Singapore is a multi-racial society whose citizenry, excepting the native Malays, are of various migrant stocks coming from many parts of Asia and further afield. Their collective contributions have, over the years, gradually transformed Singapore into a harmonious, dynamic and prosperous First World country, much respected, admired and envied by others.
The Eurasian community, one of the four major components of Singapore society and numbering a little more than 10,000 (less than one percent of its population), have had a glorious history and whose achievements have far exceed their small population. This is clearly reflected in the many street names and public edifices which commemorate their illustrious forebears.
Who are the Eurasians, where did they come from and what are their historical connections with Singapore, Malaysia and the region? When the European maritime powers colonised Asian countries, such as India, Ceylon, Malaya, Singapore, Indonesia and Indochina, from the 16th to 20th centuries, they brought into being a new race of people known historically and generally as the Eurasians.The early Western colonisers were not accompanied by their women folks on these perilous adventures. Consequently, many married the local women of these lands, or formed liaisons with them. The offsprings of such a union were brought up as an appendage of the ruling class and enjoyed advantages not accorded the rest of the local population. This policy of assimilation was, initially, actively encouraged by the Portuguese, Spanish and Dutch colonial regimes in order to create a new breed who would be loyal and help them administer these newly acquired territories aimed at perpetuating their rule.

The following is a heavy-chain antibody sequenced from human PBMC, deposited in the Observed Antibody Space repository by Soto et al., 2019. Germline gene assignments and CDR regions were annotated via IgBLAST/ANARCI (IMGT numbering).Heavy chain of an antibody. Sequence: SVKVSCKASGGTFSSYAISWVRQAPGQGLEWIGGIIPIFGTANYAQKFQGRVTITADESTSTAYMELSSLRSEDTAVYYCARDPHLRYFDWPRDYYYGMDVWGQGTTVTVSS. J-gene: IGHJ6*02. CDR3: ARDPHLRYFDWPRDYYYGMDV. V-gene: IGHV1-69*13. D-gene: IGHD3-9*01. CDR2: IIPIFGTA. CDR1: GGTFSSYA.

In course of time, the most commonly accepted definition of the Eurasian was, and still is, that the male ancestor must be of Western provenance while that of the female one would have Asian roots. By the time the British planted their flag in Singapore in 1819, a well-established Eurasian community had already existed in British India, Malaya, Ceylon and Dutch East Indies (Indonesia). Not a few of them, especially those from Malaya, were among the early immigrants to Singapore, attracted by Raffles’ free trade and open-door policies. Many more from elsewhere followed suit in later years. This historic definition has been subsequently modified so that offsprings of new mixed marriages between Asians and Westerners would invariably have the surnames of their fathers and belong to their race and nationality. In the Singapore and Malaysia context, they would be outside the ambit of the traditional Eurasian community.
Being of partial Western ancestry whose male forebears came from many parts of Europe, coupled with their familiarity with the English language and the European way of conducting business, Singapore Eurasians had a head start here over other migrants from China, India, Ceylon and elsewhere. They became junior civil servants, chiefly as clerks or supervisors, or were employed in similar capacities in trading houses or other business establishment operated by Europeans. Unlike the Chinese and Indians, few were interested in becoming businessmen themselves. The countries of origin of their European ancestors are clearly reflected in their surnames to denote their Portuguese, British, Dutch and Spanish ancestry, among many others.
They looked upon an English education as a passport to a better life in colonial Singapore and hence heir children were among the first to enrol in English language schools when they were set up. They attained the highest literacy rate among the local groups here. This enabled them to secure comfortable employments later, in both public and private sectors, following in the footsteps of their fathers and as a family tradition for the future generations.